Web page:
He has participated in every major tennis tournament in the world, either as a player or coach, and he is extremely proud of his record of coaching at least 17 junior tennis players who earned college tennis scholarships at some of America's premiere women's college tennis programs.

Although his coaching schedule has reduced as he transitions into club administration and management, he maintains his focus on providing youths with opportunities to experience many of the benefits tennis offers. The most ambitious of his projects to date is the creation of a year-long competitive youth city tennis league similar to the Hickory, N.C., program that inspired him to take up tennis seriously.

Rhoney envisions a day when tennis players in Lafayette will be able to play for a team near their neighborhood and compete against other neighborhood teams from across the city.

He has joined forces with the USTA and has successfully secured private financial support to fund neighborhood tennis programs that hopefully will grow into a thriving competitive youth city tennis league similar to the USTA adult league model.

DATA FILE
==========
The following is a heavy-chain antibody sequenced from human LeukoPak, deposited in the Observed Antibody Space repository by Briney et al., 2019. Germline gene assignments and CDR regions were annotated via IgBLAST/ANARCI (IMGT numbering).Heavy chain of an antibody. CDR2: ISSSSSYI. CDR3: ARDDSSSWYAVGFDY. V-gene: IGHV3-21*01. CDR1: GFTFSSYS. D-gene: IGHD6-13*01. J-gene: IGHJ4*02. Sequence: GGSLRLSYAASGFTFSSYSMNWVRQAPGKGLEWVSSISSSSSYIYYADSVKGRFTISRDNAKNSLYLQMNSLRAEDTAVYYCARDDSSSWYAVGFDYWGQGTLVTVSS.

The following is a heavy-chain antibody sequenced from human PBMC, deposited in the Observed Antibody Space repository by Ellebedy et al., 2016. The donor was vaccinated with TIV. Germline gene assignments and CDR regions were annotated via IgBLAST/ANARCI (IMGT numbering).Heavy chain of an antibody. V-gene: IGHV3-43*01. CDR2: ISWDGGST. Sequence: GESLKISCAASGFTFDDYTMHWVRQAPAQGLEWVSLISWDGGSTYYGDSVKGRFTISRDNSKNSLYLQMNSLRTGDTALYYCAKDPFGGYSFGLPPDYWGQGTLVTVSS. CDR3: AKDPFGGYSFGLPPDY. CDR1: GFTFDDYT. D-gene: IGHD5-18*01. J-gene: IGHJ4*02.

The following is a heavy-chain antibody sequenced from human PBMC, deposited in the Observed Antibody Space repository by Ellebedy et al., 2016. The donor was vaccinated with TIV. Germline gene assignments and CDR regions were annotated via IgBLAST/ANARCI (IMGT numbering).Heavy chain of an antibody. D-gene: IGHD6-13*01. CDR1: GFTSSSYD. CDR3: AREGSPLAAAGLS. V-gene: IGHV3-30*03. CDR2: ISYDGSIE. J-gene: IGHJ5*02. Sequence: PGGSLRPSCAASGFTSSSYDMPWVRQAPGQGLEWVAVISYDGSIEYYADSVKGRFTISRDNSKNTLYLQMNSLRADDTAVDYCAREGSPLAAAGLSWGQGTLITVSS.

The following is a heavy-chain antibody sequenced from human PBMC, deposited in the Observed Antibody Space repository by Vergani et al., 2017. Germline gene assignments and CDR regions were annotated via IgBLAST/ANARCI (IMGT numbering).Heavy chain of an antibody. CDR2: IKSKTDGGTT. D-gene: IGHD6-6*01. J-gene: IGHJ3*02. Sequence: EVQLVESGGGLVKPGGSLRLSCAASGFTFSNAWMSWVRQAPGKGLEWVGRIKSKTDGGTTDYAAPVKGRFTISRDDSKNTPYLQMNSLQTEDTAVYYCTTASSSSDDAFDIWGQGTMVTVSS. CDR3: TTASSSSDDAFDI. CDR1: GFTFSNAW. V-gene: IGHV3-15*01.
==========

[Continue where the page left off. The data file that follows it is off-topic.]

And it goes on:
He seems to be aware that society today in Lafayette is drastically different from the lifestyle he was accustomed to in Hickory, N.C. He acknowledges the ubiquitous presence of technology, parents' desires to involve their children in multiple extracurricular activities and the success of other youth team sports presents formidable challenges to the viability of a competitive junior tennis league in Lafayette.

He also realizes that not many young tennis players today seem to have the determination to practice their tennis skills alone for hours as he did as a child.

However, these factors do not discourage Rhoney from pursuing his goal. I am sure that Rhoney is focused on seeing long-term, competitive, community-based tennis a reality in Lafayette.

Judging by his history, Rhoney thrives on challenges and usually comes out way ahead in the end.

In this case, the youths of Lafayette will benefit greatly by Rhoney's efforts and influence, and who knows, a child may discover how important and beneficial it is to be focused like Rhoney.

Originally published July 5, 2005
Tennis- (M&W):  1984, 1985, 1986, 1987, 1988